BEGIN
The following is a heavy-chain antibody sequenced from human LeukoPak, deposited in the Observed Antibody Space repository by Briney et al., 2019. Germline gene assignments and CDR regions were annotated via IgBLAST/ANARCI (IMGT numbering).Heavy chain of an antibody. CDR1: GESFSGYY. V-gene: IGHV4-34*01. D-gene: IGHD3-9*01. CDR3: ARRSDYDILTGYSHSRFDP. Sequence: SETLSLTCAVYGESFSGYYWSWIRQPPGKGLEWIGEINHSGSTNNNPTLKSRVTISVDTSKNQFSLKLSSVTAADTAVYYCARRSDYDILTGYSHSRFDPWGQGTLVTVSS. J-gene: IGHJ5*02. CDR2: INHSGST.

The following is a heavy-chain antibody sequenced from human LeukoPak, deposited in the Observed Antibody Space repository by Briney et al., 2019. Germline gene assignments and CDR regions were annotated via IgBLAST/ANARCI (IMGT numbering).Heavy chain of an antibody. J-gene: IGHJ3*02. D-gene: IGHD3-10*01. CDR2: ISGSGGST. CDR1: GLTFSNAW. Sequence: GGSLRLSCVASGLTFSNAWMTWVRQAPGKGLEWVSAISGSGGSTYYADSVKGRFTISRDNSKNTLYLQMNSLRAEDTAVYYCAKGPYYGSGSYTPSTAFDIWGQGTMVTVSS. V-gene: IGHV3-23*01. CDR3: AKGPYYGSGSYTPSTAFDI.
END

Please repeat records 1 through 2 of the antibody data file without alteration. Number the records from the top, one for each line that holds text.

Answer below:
The following is a heavy-chain antibody sequenced from human LeukoPak, deposited in the Observed Antibody Space repository by Briney et al., 2019. Germline gene assignments and CDR regions were annotated via IgBLAST/ANARCI (IMGT numbering).Heavy chain of an antibody. CDR1: GESFSGYY. V-gene: IGHV4-34*01. D-gene: IGHD3-9*01. CDR3: ARRSDYDILTGYSHSRFDP. Sequence: SETLSLTCAVYGESFSGYYWSWIRQPPGKGLEWIGEINHSGSTNNNPTLKSRVTISVDTSKNQFSLKLSSVTAADTAVYYCARRSDYDILTGYSHSRFDPWGQGTLVTVSS. J-gene: IGHJ5*02. CDR2: INHSGST.

The following is a heavy-chain antibody sequenced from human LeukoPak, deposited in the Observed Antibody Space repository by Briney et al., 2019. Germline gene assignments and CDR regions were annotated via IgBLAST/ANARCI (IMGT numbering).Heavy chain of an antibody. J-gene: IGHJ3*02. D-gene: IGHD3-10*01. CDR2: ISGSGGST. CDR1: GLTFSNAW. Sequence: GGSLRLSCVASGLTFSNAWMTWVRQAPGKGLEWVSAISGSGGSTYYADSVKGRFTISRDNSKNTLYLQMNSLRAEDTAVYYCAKGPYYGSGSYTPSTAFDIWGQGTMVTVSS. V-gene: IGHV3-23*01. CDR3: AKGPYYGSGSYTPSTAFDI.